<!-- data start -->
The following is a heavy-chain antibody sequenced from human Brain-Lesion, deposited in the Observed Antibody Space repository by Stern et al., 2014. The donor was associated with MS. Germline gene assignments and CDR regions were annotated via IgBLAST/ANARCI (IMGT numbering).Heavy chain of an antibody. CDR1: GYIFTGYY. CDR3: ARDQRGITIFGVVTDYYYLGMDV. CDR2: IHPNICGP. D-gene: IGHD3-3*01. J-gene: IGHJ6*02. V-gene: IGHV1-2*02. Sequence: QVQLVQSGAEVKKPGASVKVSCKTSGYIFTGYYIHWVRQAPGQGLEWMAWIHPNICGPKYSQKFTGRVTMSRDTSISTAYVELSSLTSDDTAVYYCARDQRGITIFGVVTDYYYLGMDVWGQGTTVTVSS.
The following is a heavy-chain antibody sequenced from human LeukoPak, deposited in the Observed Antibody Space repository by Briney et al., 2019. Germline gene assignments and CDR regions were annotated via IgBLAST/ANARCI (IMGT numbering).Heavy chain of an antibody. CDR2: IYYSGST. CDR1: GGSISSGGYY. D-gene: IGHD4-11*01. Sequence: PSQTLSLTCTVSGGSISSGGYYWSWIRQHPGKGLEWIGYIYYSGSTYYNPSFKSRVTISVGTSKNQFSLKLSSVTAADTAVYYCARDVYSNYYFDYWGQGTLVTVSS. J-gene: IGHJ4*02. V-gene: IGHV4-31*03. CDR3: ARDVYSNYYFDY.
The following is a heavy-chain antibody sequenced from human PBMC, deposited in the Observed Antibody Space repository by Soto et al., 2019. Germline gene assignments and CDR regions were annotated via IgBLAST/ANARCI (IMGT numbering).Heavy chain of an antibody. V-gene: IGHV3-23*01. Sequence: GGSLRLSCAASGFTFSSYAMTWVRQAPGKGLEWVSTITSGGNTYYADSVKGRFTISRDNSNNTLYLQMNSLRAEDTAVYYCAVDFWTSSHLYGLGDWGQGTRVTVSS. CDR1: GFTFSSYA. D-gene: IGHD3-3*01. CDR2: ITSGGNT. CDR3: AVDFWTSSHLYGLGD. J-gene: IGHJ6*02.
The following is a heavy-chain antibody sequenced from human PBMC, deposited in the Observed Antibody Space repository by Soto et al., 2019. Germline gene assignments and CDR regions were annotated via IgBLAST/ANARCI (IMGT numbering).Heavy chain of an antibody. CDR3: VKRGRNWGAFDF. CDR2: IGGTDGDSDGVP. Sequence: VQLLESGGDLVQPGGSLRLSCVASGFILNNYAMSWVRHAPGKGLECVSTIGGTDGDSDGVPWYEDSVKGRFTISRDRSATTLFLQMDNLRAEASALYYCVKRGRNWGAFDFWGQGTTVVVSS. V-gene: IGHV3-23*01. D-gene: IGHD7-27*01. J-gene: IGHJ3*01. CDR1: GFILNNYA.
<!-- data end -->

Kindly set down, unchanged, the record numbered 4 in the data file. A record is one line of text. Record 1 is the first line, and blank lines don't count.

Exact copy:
The following is a heavy-chain antibody sequenced from human PBMC, deposited in the Observed Antibody Space repository by Soto et al., 2019. Germline gene assignments and CDR regions were annotated via IgBLAST/ANARCI (IMGT numbering).Heavy chain of an antibody. CDR3: VKRGRNWGAFDF. CDR2: IGGTDGDSDGVP. Sequence: VQLLESGGDLVQPGGSLRLSCVASGFILNNYAMSWVRHAPGKGLECVSTIGGTDGDSDGVPWYEDSVKGRFTISRDRSATTLFLQMDNLRAEASALYYCVKRGRNWGAFDFWGQGTTVVVSS. V-gene: IGHV3-23*01. D-gene: IGHD7-27*01. J-gene: IGHJ3*01. CDR1: GFILNNYA.